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Analysis of New York Sex Offender Law

November 16, 2009 Comments off

American Psychological Association : Does a watched pot boil? A time-series analysis of New York State’s sex offender registration and notification law.

Sandler, Jeffrey C.; Freeman, Naomi J.; Socia, Kelly M.
Psychology, Public Policy, and Law. Vol 14(4), Nov 2008, 284-302.


Abstract:

Despite the fact that the federal and many state governments have enacted registration and community notification laws as a means to better protect communities from sexual offending, limited empirical research has been conducted to examine the impact of such legislation on public safety. Therefore, utilizing time-series analyses, this study examined differences in sexual offense arrest rates before and after the enactment of New York State’s Sex Offender Registration Act. Results provide no support for the effectiveness of registration and community notification laws in reducing sexual offending by: (a) rapists, (b) child molesters, (c) sexual recidivists, or (d) first-time sex offenders. Analyses also showed that over 95% of all sexual offense arrests were committed by first-time sex offenders, casting doubt on the ability of laws that target repeat offenders to meaningfully reduce sexual offending. (PsycINFO Database Record (c) 2009 APA, all rights reserved)

Sex Crimes Laws Need Updating

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news-press.com (FLA) – Editorial: Sex crimes laws need updating.

Our society needs a new approach to sex offender laws that will be effective, just and constitutional.

Mind you, we have no sympathy for people who commit sex crimes, but there appears to be a one-size-fits-all approach as it relates to perpetrators. And our society has branded all sex offenders with virtual “Scarlet Letters” making it impossible to live their lives in society once they have served their time.

Last week, lawyers were arguing the constitutionality of a Lee County ordinance prohibiting the presence of sex offenders within 300 feet of a number of areas. These include schools, day cares, video arcades, pools, parks, playgrounds, zoos, skate parks, beaches or “any similar type places where children congregate.”
One huge problem is that there is no map to show what is off limits to registered sex offenders.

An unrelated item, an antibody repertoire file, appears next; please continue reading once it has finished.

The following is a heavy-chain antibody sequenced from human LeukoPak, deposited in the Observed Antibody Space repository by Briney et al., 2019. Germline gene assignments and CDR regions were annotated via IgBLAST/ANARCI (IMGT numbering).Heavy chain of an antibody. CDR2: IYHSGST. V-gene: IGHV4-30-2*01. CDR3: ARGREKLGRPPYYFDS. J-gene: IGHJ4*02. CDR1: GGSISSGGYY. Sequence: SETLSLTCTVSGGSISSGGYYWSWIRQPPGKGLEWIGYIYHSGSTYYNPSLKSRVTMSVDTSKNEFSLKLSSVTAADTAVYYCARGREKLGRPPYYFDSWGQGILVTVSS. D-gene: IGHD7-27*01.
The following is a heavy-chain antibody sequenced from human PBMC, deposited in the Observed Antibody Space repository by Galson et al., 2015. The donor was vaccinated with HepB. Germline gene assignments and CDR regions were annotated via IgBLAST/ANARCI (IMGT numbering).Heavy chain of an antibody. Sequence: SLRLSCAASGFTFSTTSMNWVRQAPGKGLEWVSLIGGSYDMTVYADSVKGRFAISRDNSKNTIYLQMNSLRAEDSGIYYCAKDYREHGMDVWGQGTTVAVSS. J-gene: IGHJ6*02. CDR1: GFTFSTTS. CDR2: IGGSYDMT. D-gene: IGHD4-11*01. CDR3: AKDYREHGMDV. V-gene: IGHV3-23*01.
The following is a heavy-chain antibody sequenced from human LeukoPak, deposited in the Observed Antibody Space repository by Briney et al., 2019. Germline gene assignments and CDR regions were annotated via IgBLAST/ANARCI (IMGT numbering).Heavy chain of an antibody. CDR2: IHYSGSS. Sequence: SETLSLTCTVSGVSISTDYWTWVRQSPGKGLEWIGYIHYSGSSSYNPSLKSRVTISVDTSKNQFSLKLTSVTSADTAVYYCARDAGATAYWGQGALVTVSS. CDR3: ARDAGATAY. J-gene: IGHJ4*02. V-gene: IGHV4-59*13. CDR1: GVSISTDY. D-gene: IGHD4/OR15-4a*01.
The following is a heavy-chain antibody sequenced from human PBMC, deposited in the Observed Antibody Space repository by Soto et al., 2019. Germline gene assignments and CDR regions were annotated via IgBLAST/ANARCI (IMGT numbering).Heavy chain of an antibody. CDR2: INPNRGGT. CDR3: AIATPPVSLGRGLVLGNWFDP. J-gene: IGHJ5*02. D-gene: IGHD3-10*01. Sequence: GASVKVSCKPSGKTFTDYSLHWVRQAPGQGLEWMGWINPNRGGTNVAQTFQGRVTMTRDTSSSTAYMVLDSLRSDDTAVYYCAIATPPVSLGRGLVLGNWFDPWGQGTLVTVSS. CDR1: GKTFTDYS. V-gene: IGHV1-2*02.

If our aim is to make life as miserable as possible for sex offenders once they serve their time, then they – and taxpayers – are probably better off if they stay in prison.

However, we need to get over our discomfort on this issue and face up to the fact that a vigilante mentality in dealing with sex offenses must go by the wayside.

We are a nation of laws. Let’s start a serious debate – without fear or vengeance – about how we might punish and possibly rehabilitate sex offenders.

Sex Offenders Cluster In Urban Buildings

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wmur.com (NH) : Sex Offenders Often Cluster In Urban Buildings.

There are about 2,400 registered sex offenders living in New Hampshire, and often, they end up living in the same building in the state’s largest cities. Officials and sex offenders said it often isn’t easy for them to find a place to live, and many eventually settle for the same rooming house or apartment building.

Offenders said reintegrating into a place they’re not wanted isn’t easy. “People don’t want to give you jobs, give you a chance for anything,” said an offender.

Hundreds of sex offenders live in New Hampshire neighborhoods. Many are clustered in apartment buildings or rooming houses because they are low-profile and cheap. “If they live in a city like Concord, there’s only a few landlords that will rent to them,” said Scott Dodge, a Concord parole officer.

But it raises the question of whether a cluster of known sex offenders is safe?

(This “clustering” dynamic is what Miami, FL learned when they banished offenders to live under the Tuttle Bridge)

NJ Supreme Court Ruling Changes Sex Offender Laws

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nbc40.net : NJ supreme court ruling forces upper twp., others, to change sex offender laws.

Upper Twp.- On Monday night the Township Committee voted unanimously to introduce an ordinance that would have the effect of invalidating an existing 2005 ordinance that regulates where convicted sex offenders can live. The 2005 ordinance that Upper Twp. enacted, restricted how close, a convicted sex offender, could live to schools, daycare centers, parks and playgrounds.

In May, the New Jersey Supreme Court ruled that Megan’s Law adequately protected children from sexual predators, and that local laws went too far, effectively restricting sex offenders right out of many towns and cities, “….the State Supreme Court has determined that the townships and municipalities are not authorized to adopt such ordinances,” said Township Solicitor, Daniel Young.

With such local laws now ‘invalidated’ by the court ruling, most municipalities are striking them from their books to avoid possible future lawsuits.